Todd Marcus, who is one of the arrangers and composers in Orrin Evans' Captain Black Big Band, leads his own nonet, trio and duo plus is a community activist.  His work with the Baltimore non-profit Newborn Holistic Ministries helps women overcome homelessness plus he helped to create Jubilee Arts, a program established in 2008 to offer children and adults with alternatives to drugs and violence.  His music has power as well as a positive message.  "Inheritance" swings, rocks, sways and takes the listener on a pleasing journey.  For more information, go to

Bassist/composer Gregg August is, perhaps, best known for his work in tenor saxophonist J.D. Allen's Trio yet he has been the principal bassist for La Orquestra Cuitat de Barcelona and now holds the same chair for the Brooklyn Philharmonic.  He's played and recorded with Latin artists such as Ray Barretto and Ray Vega as well as with Chick Corea and Renee Fleming.   "Four By Six" (Iacuessa Records) is his 3rd CD as a leader; the recording features 4 tracks(all originals) of a sextet with Mr. Allen, Yosvanny Terry (alto saxophone), John Bailey (trumpet), Luis Perdomo (piano) and Rudy Royston (drums, his section mate in the Allen Trio) and 4 tracks (also all originals) by a quartet with Perdomo, Sam Newsome (soprano saxophone) and E.J. Strickland (drums).  The program opens with 2 selections from the quartet, the energetic, Latin-influenced "Affirmation" whose driving rhythms and subtle tempo changes allows Newsome's soprano sax to soar while "For Calle Picota" has fine piano work and an exciting bass line.  Strickland's drumming blends fiery Latin rhythms and his fascinating "melodic" work. August takes a short but hearty solo. The following 2 tracks introduce the sextet' August's arrangement on "For Max" has the horn and reeds deliver the melody (with fine counterpoint from the leader) and allows for a sparkling solo from Perdomo. "Bandolim" is next, with its snappy melody and boppish line.  Royston's drums crackle in the opening then push, prod with plenty of sizzle from the cymbals underneath the fine solos.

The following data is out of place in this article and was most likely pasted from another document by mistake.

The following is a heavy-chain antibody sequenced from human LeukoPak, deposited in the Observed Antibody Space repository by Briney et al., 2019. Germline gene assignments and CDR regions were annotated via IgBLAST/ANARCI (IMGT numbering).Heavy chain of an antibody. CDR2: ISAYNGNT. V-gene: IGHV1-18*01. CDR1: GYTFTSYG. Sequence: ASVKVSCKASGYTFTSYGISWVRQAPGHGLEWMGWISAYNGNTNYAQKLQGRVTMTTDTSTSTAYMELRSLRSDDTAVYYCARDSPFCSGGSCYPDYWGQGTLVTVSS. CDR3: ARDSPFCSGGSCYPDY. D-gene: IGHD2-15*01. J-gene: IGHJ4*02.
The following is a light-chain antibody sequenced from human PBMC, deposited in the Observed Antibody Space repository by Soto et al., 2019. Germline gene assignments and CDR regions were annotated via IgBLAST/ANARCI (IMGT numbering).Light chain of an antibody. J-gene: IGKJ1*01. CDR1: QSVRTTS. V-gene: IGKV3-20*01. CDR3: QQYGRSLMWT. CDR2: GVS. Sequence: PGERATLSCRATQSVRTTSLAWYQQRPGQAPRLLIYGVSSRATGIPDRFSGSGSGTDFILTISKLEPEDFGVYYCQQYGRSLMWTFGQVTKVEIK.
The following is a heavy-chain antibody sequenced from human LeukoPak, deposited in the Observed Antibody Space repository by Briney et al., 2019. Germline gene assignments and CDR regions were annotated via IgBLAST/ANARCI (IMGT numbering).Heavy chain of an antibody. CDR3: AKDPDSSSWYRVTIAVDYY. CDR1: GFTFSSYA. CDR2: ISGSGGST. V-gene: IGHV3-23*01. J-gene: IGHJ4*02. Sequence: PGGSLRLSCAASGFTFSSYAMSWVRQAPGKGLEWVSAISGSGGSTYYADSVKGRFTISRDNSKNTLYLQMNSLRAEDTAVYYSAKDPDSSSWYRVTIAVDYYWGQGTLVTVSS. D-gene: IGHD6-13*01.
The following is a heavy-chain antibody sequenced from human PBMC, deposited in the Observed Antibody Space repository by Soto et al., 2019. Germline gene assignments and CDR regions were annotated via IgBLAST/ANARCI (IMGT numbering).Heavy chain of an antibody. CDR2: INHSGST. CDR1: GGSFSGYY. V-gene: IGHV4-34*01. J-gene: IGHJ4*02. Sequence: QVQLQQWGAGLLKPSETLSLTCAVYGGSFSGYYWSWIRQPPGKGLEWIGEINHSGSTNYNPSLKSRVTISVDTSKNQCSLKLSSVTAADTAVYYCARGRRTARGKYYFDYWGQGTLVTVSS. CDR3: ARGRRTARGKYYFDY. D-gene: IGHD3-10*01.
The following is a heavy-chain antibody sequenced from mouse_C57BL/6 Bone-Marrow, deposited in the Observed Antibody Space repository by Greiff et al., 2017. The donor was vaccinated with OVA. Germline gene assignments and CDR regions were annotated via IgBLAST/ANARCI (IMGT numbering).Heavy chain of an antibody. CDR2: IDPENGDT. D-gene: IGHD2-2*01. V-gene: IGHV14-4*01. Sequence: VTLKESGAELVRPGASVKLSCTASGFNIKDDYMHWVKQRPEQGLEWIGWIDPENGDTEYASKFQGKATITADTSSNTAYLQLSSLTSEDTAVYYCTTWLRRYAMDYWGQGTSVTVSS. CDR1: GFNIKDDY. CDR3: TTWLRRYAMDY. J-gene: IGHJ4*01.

Newsome's handsome, sensual, soprano leads the way into "Strange Street" - it's fun to listen to Strickland and August not only supporting the solos but also adding colors and counterpoint throughout. Perdomo's solo is rich with fluid, dancing, lines.  Royston and August lock in on the sextet's "Relative Obscurity", a piece that changes tempo several times but never loses its forward motion. Bailey (who has worked with August in the Ray Barretto ensemble) delivers a powerful solo, gleefully riding the waves of the rhythm section.

"Four By Six" should be amended to read "Four By Six & Four By Four" but that's a minor issue.  This music does not beat one over the head; instead, it has soul, wit, lyrical passages that stand out, and solos that  have substance.  Gregg August has given us music that has power plus subtlety in its rhythms and melodies; it's well worth your time.  For more information, go to

The 3rd and final installation of Harris Eisenstadt's insightful interview with Barry Altschul is now posted on  Read it, listen to the free tracks posted with the interview (classic work from Paul Bley, Chick Corea and Anthony Braxton) and have your musical appetite whetted for the drummer's new Trio CD with Joe Fonda and Jon Irabagon. Click on the link above and enjoy!